We’ll look closer at the character creation, skills, talents and equipment later, when I actually get to finish the process instead of reading up on the professions.

Combat is quite straightforward – and deadly. I don’t think there’s a point in starting a campaign without a spare character in a tow, just in case. Introduction of Action Points allows for more flexibility in player’s turn, instead of bounding them with “action, bonus action and move”. There are called shots, chokeholds, counterspells and intimidation tactics – plenty to bring out the tactitian to the table.

Diseases, intoxication, sleep deprivation, injuries and infections (whole chapter 9) will make sure your character lives a grim and perilous life. And a short one.

Magic looks familiar, up to the chaos dice. At a first glance, it has the potential to be deadly for both the target and the caster. So, fun. I’ll be happy to share a more informed opinion as soon as I have it.

Game Master’s section offers the wide repertoire of tips and tricks, including the tables with ready descriptions of killing blows made with different types of weapons. Like that, for example: Your missile strikes the area between the shoulder and the chest, burying itself down to the fletching and protruding between the ribs of your foe’s back. Their knees buckle and they fall to the ground. A soft, sucking noise emanates from the wound in conjunction with a few brief, ragged, respirations. Then, all is still. Also, rules for chases, wilderness travel, social interactions, traps, madness and corruption.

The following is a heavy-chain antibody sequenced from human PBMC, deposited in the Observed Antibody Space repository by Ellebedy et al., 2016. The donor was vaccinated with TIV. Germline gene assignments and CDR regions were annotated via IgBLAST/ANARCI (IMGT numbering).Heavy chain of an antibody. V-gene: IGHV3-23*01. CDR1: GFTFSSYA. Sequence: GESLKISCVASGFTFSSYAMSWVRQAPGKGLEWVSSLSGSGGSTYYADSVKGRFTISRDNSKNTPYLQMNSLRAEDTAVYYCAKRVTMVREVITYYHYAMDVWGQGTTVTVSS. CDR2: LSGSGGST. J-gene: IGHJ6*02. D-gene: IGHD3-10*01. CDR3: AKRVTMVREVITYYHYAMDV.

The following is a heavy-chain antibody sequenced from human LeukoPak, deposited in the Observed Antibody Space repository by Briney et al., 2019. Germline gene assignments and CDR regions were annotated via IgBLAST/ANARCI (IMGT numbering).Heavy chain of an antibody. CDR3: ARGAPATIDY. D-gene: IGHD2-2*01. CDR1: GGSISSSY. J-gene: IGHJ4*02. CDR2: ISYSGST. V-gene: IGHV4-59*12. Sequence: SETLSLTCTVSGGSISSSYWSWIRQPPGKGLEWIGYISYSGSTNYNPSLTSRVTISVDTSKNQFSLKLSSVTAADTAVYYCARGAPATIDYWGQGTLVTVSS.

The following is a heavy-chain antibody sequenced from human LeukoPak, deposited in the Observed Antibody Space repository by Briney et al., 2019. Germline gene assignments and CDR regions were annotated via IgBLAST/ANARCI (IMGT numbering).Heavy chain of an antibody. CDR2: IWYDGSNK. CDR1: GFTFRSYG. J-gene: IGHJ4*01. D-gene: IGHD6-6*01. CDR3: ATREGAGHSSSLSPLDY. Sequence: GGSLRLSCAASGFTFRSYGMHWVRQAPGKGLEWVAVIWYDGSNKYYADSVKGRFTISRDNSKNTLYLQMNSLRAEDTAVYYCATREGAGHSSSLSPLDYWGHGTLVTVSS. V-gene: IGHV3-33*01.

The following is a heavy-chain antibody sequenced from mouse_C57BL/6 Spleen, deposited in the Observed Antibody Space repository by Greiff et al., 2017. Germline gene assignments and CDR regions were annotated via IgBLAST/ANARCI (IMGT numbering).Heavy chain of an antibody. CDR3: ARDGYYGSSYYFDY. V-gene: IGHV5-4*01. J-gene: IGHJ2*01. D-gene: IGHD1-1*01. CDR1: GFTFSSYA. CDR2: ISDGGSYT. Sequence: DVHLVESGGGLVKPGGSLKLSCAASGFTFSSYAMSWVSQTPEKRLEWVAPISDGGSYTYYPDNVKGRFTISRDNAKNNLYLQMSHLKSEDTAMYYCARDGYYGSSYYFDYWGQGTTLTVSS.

The Bestiary is quite impressive: 163 pages of monsters, each of them with a corresponding portrait. I’ve seen whole books smaller than that. Covering everything from bandits, through chaos spawns, to vampires, it makes a good read.

The campaign, “A Bitter Harvest” looks suspiciously full of gender inequalities. However, I’m giving it the benefit of doubt, and will be reading it later, maybe even GMing. After all, rest of the book is so worth of praise, that I’m convinced the campaign will be a good read as well.


A quality piece of RPG rulebook. Not only aesthetically pleasing, but brimming full of grimdark fantasy with a couple of interesting tweaks and twists here and there. I can’t wait to read it properly (well, maybe not cover to cover, because of the page count). I wonder how it will look against 4th edition of Warhammer – but it definitely looks pretty good compared to the previous three.